) -- Back in 1901, under the McKinley administration, the
amounted to $28 for every man, woman and child.
It's ballooned to more than $13.4 trillion -- as of last week, $43,507 for every resident of the U.S.
To indulge a flight of fancy, if global bill collectors came knocking at your door, to whom, and for what, would you owe money?
Government debt held by the public totaled about $7.6 trillion at the end of Fiscal Year 2009 and is in the form of Treasury securities such as bills, notes and bonds. The "public" holding this debt includes individuals, corporations, state and local governments, Federal Reserve banks and foreign governments.
There's also nearly $4.4 trillion in intragovernmental debt, when one part of the government borrows from another. This includes debt held by government funds, including the Social Security ($2.5 trillion in FY2009) and Medicare ($372 billion in FY2009) trust funds.
The sum of debt held by the public and intragovernmental debt equals gross federal debt, subject to a statutory ceiling. Congress, for example, raised the debt limit twice during FY2009 -- from $10.6 trillion to $11.3 trillion in October 2008, then and again to $12.1 trillion in February 2009 with the passage of the stimulus act. In December, the limit went up to $12.4 trillion and in February was raised again to $14.3 trillion.
Debt held by the public totals $8.9 trillion; intragovernmental holdings amount to more than $4.5 trillion. If, hypothetically, we all were forced to pay up, the public share of the debt is where those obligations would lie.
But as you write out those checks, make sure to have a lot of air-mail stamps.
Major foreign holders of Treasury securities, through June, include mainland China ($843.7 billion); Japan ($803.6 billion); the United Kingdom ($362.2 billion); a grouping classified as "oil exporters" that includes Ecuador, Venezuela, Indonesia, Bahrain, Iran, Iraq, Kuwait, Oman, Qatar, Saudi Arabia, the United Arab Emirates, Algeria, Gabon, Libya and Nigeria ($223 billion); "Caribbean banking centers" that include the Bahamas, Bermuda, Cayman Islands, Netherlands Antilles and Panama ($165.2 billion); Brazil ($158.4 billion); Hong Kong ($141 billion) Taiwan ($128.6 billion); Russia ($123.4 billion); Switzerland ($100.1 billion); Luxembourg ($97.5); Canada ( $94 billion); and Germany ($53.5 billion). And the list goes on. The total: $4 trillion.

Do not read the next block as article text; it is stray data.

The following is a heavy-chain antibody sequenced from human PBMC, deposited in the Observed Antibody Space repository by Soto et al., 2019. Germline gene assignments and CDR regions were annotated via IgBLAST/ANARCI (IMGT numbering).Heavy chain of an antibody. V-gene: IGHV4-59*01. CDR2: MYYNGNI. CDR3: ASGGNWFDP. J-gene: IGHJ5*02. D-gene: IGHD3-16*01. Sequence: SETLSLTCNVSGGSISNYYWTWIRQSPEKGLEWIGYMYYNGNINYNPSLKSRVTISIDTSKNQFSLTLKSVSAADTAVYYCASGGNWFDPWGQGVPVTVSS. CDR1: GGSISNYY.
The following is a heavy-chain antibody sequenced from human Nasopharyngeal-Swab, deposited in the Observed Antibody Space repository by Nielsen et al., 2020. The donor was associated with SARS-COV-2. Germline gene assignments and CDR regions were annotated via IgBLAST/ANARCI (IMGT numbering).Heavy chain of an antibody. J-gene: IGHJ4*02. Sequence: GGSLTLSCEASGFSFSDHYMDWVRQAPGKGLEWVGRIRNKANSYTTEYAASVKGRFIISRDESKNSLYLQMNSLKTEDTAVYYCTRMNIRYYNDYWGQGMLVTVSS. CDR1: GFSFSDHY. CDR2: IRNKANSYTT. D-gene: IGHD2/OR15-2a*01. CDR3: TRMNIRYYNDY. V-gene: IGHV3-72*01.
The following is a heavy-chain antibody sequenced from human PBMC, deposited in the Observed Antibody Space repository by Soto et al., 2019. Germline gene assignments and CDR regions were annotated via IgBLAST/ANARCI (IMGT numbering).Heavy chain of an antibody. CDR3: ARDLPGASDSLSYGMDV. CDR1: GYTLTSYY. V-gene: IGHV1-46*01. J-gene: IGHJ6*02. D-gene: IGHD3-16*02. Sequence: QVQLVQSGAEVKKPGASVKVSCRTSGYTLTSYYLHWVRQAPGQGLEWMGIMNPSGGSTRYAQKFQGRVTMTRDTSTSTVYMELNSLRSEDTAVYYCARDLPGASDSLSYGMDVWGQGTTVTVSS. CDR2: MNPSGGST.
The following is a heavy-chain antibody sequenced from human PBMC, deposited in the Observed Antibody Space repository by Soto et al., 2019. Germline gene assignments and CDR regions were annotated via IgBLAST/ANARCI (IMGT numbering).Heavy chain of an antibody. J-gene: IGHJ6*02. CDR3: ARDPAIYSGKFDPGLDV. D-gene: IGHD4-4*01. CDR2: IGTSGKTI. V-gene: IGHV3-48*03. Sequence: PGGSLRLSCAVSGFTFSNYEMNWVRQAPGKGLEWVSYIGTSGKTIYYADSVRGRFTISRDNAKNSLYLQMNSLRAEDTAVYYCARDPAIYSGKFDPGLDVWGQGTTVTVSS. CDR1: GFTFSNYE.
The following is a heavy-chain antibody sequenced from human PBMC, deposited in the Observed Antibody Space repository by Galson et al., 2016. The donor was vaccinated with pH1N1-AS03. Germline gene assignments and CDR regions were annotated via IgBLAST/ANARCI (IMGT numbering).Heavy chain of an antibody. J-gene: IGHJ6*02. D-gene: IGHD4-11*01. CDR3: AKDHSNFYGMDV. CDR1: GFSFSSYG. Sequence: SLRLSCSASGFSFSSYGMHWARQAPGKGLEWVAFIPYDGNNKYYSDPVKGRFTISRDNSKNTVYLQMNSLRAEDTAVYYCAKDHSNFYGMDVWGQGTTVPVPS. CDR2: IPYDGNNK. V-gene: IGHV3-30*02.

To make good on these obligations, each resident of the United States would have to send nearly $2,730 to the Chinese government, $2,600 to Japan and $721 to that team of oil-producing nations. In total, $12,973 is going to be drained from your bank account to settle things with other nations.
You are also going to have to pay off the numerous commercial banks and credit unions that invest in Treasuries to the tune of about $670 per person. Insurance companies will want an estimated $764 to make good on their bond bets. Mutual funds will want $2,149 for their investments. State and local municipalities will put in a claim for $1,718. Government pension funds will need payment of $1,660. And individual investors, and that includes everyone who buys savings bonds, will come knocking for $3,850.
All those bills still don't account for more esoteric debt-related items nor the intricacies of intragovernmental borrowing.
For those so inclined to do their part in fighting the national debt, the government accept contributions. There is even a convenient
You can also write a check payable to the Bureau of the Public Debt and note, in the memo section, that it is a "Gift to reduce the Debt Held by the Public," sending it along to: Attn. Dept G, Bureau of the Public Debt, P. O. Box 2188, Parkersburg, WV 26106-2188.
Who would do such a thing? Information on specific donors isn't readily available, but the amount they contributed is. In 2008, nearly $2.2 million was collected. Fiscal Year 2009 netted some $3 million and early counts for this year put it on pace for $2.7 million. In 1996, the year the program began, just under $2 million was collected.
Donations are tax deductible, but come with the caveat that they are "voluntary and no goods or services or other considerations are provided to donors."
--Written by Joe Mont in Boston.
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